Saturday, August 02, 2008

Water into Fuel - MIT Announcement


Water into Fuel

(adapted from a News Release issued by MIT News Office on July 31, 2008)

High Efficiency Water Splitting Electrode

Every once in a while, usually during the "silly season", there comes a report of some “Major Discovery” - that will change the world. The last such announcement that got to me, was the Steorn magnetic generator – the one that didn’t work. I held my breath for a while on that one but my gut told me it was not going to work and change the world.

And then suddenly along comes this blockbuster announcement from MIT – do I feel the same as about the Steorn announcement? No I don’t – I really hope this is a runner.

So here is the story.

In the last few days MIT, an organisation not given to spin and exaggeration, has announced: “a major discovery with enormous implications for the future prosperity of humankind”

In a press release dated 31st July 2008 the statement goes on to say; “MIT researchers Daniel Nocera and Matthew Kanan, have hit upon a simple, inexpensive, highly efficient process for storing solar (or any electrical) energy." “(They) have developed an unprecedented process that will allow the sun's energy (or any other form of electrical power) to be used to split water into hydrogen and oxygen gases. Later, the oxygen and hydrogen may be recombined inside a fuel cell, creating carbon-free electricity. (It might also be possible to used the gasses to drive specially adapted cars)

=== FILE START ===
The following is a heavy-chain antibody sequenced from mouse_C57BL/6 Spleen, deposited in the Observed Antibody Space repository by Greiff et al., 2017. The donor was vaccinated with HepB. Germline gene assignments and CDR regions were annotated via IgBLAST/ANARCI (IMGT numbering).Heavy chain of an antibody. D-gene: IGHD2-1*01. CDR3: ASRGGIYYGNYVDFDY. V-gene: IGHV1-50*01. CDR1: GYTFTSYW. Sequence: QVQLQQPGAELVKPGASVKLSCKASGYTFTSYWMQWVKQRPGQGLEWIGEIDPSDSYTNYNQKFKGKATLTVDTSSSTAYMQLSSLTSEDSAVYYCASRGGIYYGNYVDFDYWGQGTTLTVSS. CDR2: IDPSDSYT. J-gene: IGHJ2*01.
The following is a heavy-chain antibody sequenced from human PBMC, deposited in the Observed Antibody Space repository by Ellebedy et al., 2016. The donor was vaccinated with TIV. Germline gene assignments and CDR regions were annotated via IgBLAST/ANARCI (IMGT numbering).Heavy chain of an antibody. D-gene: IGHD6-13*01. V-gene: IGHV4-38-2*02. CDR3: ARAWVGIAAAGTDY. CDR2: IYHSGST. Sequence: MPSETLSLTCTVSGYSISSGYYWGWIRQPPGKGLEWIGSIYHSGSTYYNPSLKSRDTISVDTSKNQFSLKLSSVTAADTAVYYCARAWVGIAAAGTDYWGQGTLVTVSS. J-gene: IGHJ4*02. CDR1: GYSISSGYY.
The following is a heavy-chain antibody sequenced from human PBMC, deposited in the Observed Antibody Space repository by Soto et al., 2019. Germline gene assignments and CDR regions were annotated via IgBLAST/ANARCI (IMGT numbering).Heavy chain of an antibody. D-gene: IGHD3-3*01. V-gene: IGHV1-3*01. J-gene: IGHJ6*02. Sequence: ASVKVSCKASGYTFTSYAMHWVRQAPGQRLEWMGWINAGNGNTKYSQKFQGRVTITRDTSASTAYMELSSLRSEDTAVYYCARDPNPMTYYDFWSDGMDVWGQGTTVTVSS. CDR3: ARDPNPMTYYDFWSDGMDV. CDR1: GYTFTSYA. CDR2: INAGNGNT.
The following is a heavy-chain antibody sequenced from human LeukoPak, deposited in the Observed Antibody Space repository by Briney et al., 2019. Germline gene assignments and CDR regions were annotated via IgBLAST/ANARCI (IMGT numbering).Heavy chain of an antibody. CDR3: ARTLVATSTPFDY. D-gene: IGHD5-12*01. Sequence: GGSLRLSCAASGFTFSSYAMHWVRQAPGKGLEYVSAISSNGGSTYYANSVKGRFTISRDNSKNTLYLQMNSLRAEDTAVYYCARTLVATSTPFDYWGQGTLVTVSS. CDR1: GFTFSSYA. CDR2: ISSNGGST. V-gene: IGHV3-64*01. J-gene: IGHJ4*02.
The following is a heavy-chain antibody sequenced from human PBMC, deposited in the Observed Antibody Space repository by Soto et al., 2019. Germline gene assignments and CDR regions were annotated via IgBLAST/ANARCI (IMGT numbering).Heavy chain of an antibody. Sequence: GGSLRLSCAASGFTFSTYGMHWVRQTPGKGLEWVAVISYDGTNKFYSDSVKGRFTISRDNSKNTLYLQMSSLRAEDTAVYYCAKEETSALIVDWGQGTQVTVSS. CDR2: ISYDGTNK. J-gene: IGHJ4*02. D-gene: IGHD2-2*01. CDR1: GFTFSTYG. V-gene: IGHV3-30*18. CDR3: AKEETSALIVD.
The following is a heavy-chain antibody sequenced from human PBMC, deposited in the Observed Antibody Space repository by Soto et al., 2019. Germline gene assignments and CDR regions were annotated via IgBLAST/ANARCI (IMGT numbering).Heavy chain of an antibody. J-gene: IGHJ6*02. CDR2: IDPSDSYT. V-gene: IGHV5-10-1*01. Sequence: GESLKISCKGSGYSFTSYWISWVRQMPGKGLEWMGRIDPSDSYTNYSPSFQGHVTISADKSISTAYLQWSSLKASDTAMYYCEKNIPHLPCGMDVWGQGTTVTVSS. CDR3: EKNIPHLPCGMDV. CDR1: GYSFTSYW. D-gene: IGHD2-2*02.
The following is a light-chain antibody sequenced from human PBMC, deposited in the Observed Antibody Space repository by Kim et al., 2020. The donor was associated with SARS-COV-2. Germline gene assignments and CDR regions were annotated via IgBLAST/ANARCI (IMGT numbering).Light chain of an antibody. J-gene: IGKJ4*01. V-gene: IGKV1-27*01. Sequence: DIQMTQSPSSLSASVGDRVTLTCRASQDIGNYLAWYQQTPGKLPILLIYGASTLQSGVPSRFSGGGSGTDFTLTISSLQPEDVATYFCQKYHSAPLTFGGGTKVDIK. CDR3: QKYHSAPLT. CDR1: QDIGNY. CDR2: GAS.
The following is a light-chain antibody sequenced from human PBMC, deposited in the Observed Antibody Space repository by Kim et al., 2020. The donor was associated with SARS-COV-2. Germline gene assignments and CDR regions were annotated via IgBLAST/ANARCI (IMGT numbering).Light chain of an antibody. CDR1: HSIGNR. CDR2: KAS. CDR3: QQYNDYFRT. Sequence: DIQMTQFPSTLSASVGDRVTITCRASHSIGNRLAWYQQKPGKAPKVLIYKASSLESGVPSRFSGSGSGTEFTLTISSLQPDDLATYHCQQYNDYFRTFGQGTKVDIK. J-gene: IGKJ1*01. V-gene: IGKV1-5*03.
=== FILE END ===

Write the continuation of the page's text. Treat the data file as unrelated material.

The Basis of the Discovery.

The basis of the discovery is a catalyst that produces oxygen gas from water in a highly efficient manner. A second catalyst produces hydrogen. The catalysts consist of cobalt metal, phosphate and an electrode, placed in water. When electricity is fed into the electrode, the cobalt and phosphate form a thin film on the electrode, and oxygen gas is produced.

Daniel Nocera with the Rig

With another catalyst like platinum hydrogen is released from water. A huge advantage is that the process works at room temperature and in pH neutral water. It is also a simple mechanism easy to set up and get working.

Here is what an eminent scientist says about the MIT discovery:

James Barber, Professor of Biochemistry at Imperial College London, called the discovery a "giant leap" – “a major discovery with enormous implications for the future prosperity of humankind,” and said; "The importance of their discovery cannot be overstated since it opens up the door for developing new technologies for energy production thus reducing our dependence for fossil fuels and addressing the global climate change problem."

The process is not new.

Splitting water into the two gasses it is composed of is not a new idea. There have been many efforts in recent years. The problem is that the process to date has been inefficient and difficult to achieve. If this discovery is what it says on the label, it will be a truly major leap forward for clean energy.

Good luck to the project.


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